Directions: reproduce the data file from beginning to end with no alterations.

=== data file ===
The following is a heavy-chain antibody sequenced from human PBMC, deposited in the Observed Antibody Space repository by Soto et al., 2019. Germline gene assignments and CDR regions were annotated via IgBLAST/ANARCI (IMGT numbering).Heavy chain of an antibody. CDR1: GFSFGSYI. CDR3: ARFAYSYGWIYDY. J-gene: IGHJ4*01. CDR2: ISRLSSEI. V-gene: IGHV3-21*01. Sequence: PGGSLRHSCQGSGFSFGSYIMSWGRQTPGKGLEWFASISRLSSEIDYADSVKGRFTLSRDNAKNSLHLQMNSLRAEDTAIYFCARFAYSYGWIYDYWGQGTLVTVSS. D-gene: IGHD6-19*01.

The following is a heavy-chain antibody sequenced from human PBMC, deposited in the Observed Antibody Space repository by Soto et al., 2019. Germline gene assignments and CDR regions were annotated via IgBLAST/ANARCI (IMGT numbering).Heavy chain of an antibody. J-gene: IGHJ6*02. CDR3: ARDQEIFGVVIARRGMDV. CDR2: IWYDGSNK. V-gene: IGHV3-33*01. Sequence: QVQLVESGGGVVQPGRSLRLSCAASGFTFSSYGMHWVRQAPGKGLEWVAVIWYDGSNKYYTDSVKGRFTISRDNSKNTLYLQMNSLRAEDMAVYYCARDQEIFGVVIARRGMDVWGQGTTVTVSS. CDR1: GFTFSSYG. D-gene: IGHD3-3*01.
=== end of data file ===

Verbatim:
The following is a heavy-chain antibody sequenced from human PBMC, deposited in the Observed Antibody Space repository by Soto et al., 2019. Germline gene assignments and CDR regions were annotated via IgBLAST/ANARCI (IMGT numbering).Heavy chain of an antibody. CDR1: GFSFGSYI. CDR3: ARFAYSYGWIYDY. J-gene: IGHJ4*01. CDR2: ISRLSSEI. V-gene: IGHV3-21*01. Sequence: PGGSLRHSCQGSGFSFGSYIMSWGRQTPGKGLEWFASISRLSSEIDYADSVKGRFTLSRDNAKNSLHLQMNSLRAEDTAIYFCARFAYSYGWIYDYWGQGTLVTVSS. D-gene: IGHD6-19*01.

The following is a heavy-chain antibody sequenced from human PBMC, deposited in the Observed Antibody Space repository by Soto et al., 2019. Germline gene assignments and CDR regions were annotated via IgBLAST/ANARCI (IMGT numbering).Heavy chain of an antibody. J-gene: IGHJ6*02. CDR3: ARDQEIFGVVIARRGMDV. CDR2: IWYDGSNK. V-gene: IGHV3-33*01. Sequence: QVQLVESGGGVVQPGRSLRLSCAASGFTFSSYGMHWVRQAPGKGLEWVAVIWYDGSNKYYTDSVKGRFTISRDNSKNTLYLQMNSLRAEDMAVYYCARDQEIFGVVIARRGMDVWGQGTTVTVSS. CDR1: GFTFSSYG. D-gene: IGHD3-3*01.